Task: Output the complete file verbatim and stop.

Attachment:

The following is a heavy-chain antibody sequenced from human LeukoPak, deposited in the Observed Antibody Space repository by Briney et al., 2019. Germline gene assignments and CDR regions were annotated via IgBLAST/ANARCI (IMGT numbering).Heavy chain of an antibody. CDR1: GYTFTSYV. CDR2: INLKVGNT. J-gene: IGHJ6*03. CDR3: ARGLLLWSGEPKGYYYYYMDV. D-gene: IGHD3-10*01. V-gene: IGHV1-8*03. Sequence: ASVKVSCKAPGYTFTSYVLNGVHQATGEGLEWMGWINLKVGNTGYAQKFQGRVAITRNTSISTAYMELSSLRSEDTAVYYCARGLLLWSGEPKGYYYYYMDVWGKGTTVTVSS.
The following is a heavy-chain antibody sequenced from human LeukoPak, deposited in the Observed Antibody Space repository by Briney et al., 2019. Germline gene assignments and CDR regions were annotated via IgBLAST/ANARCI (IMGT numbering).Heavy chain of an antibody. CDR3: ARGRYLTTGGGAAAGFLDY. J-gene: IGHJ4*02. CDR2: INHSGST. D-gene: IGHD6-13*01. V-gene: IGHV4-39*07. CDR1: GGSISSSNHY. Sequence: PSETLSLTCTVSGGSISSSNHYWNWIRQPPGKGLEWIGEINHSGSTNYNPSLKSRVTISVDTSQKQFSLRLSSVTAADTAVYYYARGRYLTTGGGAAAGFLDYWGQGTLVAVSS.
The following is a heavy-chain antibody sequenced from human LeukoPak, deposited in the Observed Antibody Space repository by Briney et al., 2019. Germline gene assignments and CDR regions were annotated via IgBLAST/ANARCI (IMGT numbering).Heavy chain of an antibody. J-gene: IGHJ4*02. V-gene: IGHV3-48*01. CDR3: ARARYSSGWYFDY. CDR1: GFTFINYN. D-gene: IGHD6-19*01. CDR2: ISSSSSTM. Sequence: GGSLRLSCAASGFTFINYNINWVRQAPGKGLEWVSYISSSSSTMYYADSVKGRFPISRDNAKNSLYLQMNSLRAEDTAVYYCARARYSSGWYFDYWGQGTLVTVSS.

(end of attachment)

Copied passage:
The following is a heavy-chain antibody sequenced from human LeukoPak, deposited in the Observed Antibody Space repository by Briney et al., 2019. Germline gene assignments and CDR regions were annotated via IgBLAST/ANARCI (IMGT numbering).Heavy chain of an antibody. CDR1: GYTFTSYV. CDR2: INLKVGNT. J-gene: IGHJ6*03. CDR3: ARGLLLWSGEPKGYYYYYMDV. D-gene: IGHD3-10*01. V-gene: IGHV1-8*03. Sequence: ASVKVSCKAPGYTFTSYVLNGVHQATGEGLEWMGWINLKVGNTGYAQKFQGRVAITRNTSISTAYMELSSLRSEDTAVYYCARGLLLWSGEPKGYYYYYMDVWGKGTTVTVSS.
The following is a heavy-chain antibody sequenced from human LeukoPak, deposited in the Observed Antibody Space repository by Briney et al., 2019. Germline gene assignments and CDR regions were annotated via IgBLAST/ANARCI (IMGT numbering).Heavy chain of an antibody. CDR3: ARGRYLTTGGGAAAGFLDY. J-gene: IGHJ4*02. CDR2: INHSGST. D-gene: IGHD6-13*01. V-gene: IGHV4-39*07. CDR1: GGSISSSNHY. Sequence: PSETLSLTCTVSGGSISSSNHYWNWIRQPPGKGLEWIGEINHSGSTNYNPSLKSRVTISVDTSQKQFSLRLSSVTAADTAVYYYARGRYLTTGGGAAAGFLDYWGQGTLVAVSS.
The following is a heavy-chain antibody sequenced from human LeukoPak, deposited in the Observed Antibody Space repository by Briney et al., 2019. Germline gene assignments and CDR regions were annotated via IgBLAST/ANARCI (IMGT numbering).Heavy chain of an antibody. J-gene: IGHJ4*02. V-gene: IGHV3-48*01. CDR3: ARARYSSGWYFDY. CDR1: GFTFINYN. D-gene: IGHD6-19*01. CDR2: ISSSSSTM. Sequence: GGSLRLSCAASGFTFINYNINWVRQAPGKGLEWVSYISSSSSTMYYADSVKGRFPISRDNAKNSLYLQMNSLRAEDTAVYYCARARYSSGWYFDYWGQGTLVTVSS.